The Relationship Between Rest And Writing
It is important to acknowledge the direct correlation between creation and restoration to build a more sustainable relationship with writing.
First, let me make an argument for why you, as an academic writer, are creating. You might think of people who create as artists who paint things or poets who write poems. But as a professor, you are also a creator. You create curriculum, lesson plans, and lectures. You create knowledge, bright, unique knowledge through your research.
A common misconception is that to create more things, we need to spend more time writing and publishing. However, the time spent creating and restoring must be equal in order to be sustainable. The more you restore, the more capacity you have to create.
Work Restoration in Your Summer Plans
Thinking that you will spend eight hours a day writing is unrealistic. This practice is unsustainable, even in the summer when you aren’t teaching. Binge writing will inevitably lead to a breakdown. Instead, you need to schedule restoration time into your summer writing schedule.
Figure out what deliberate rest looks like for you. What are things that restore you? Remember, resting time is not meant for household tasks or doctor appointments that have been on your to-do list for months. I encourage you to sit and list activities that allow your mind and body to rest.
Create More Sustainability In Your Writing & Publishing
Developing a sustainable writing process is the key to breaking a binge-and-bust writing cycle. That starts by improving your relationship with writing throughout the entire year. Integrate writing into your everyday work life instead of relying on the summer to get through your backlogged publication pipeline. Your days add up to your career, so it is crucial to put writing centrally into our work activities Monday through Friday.
Developing a sustainable writing process, learning how to clear your publication pipeline, and prioritizing career goals are all part of the Navigate program. So if you are in academia and struggle with a binge-and-bust writing cycle, sign up for the Navigate waitlist!
“A lot of people in academia are operating on a binge and bust cycle with their academic writing. What that means is that they are saving up all of their writing and trying to get it done over the summer – binging on it – and then of course, what happens is it leads to a bust which means that you’re stressed out and you break down because you’re too tired.”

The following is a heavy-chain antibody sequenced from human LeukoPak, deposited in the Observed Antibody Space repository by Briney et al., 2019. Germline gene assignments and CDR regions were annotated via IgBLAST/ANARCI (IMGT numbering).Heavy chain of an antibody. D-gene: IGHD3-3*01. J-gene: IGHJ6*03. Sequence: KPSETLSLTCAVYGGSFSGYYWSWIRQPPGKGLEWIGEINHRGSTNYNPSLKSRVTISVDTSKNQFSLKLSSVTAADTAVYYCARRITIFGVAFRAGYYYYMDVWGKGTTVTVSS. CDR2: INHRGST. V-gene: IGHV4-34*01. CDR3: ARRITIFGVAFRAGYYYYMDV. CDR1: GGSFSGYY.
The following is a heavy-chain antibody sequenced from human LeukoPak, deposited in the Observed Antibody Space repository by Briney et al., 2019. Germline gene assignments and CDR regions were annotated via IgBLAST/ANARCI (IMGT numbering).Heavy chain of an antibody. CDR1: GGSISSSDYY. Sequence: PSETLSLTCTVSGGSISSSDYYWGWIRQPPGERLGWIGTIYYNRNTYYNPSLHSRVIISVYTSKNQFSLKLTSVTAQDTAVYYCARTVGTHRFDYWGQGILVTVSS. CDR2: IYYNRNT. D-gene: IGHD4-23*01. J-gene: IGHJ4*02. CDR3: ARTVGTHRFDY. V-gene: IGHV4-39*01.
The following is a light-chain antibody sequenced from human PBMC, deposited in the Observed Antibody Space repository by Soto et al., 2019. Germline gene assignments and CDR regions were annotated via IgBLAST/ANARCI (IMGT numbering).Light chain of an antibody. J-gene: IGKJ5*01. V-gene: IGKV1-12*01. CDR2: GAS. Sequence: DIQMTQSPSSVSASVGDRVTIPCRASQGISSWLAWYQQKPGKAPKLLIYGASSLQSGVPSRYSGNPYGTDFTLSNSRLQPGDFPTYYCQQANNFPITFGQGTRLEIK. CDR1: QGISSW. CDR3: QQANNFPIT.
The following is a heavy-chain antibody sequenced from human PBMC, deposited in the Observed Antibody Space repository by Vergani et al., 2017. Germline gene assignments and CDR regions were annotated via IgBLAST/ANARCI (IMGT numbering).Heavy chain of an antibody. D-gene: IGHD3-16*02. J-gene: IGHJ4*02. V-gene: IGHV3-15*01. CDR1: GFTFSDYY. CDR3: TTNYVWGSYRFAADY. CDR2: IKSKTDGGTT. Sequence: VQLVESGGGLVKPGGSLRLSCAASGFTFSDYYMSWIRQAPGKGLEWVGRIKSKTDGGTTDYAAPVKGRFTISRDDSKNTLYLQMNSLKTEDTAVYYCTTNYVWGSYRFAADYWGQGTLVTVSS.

“You need to build lengthy times for restoration into your summer writing plans. I don’t mean take a week off after finishing grades to paint your bedroom or go to all those doctors appointments you have put off. You have to take actual time off so that means that you have to answer the question: What are the things that restore you?”
We’ve opened the waitlist for our next cohort of Navigate: Your Writing Roadmap®. Check out the program details and get on the waitlist here.
CONTINUE THE CONVERSATION:
- Our 12-week Navigate: Your Writing Roadmap® program helps tenure-track womxn and nonbinary professors to publish their backlog of papers so that their voice can have the impact they know is possible. Get on the waitlist here!
- Cathy’s book, Making Time to Write: How to Resist the Patriarchy and Take Control of Your Academic Career Through Writing is available in print! Learn how to build your career around your writing practice while shattering the myths of writing every day, accountability, and motivation, doing mindset work that’s going to reshape your writing, and changing academic culture one womxn and nonbinary professor at a time. Get your print copy today or order it for a friend here!
- Want to train with us for free on your campus? Now you can when you recommend our Scholar’s Voice Faculty Retreats to a decision-maker on your campus! Download the brochure with the retreat curriculum and both in-person and online retreat options here.
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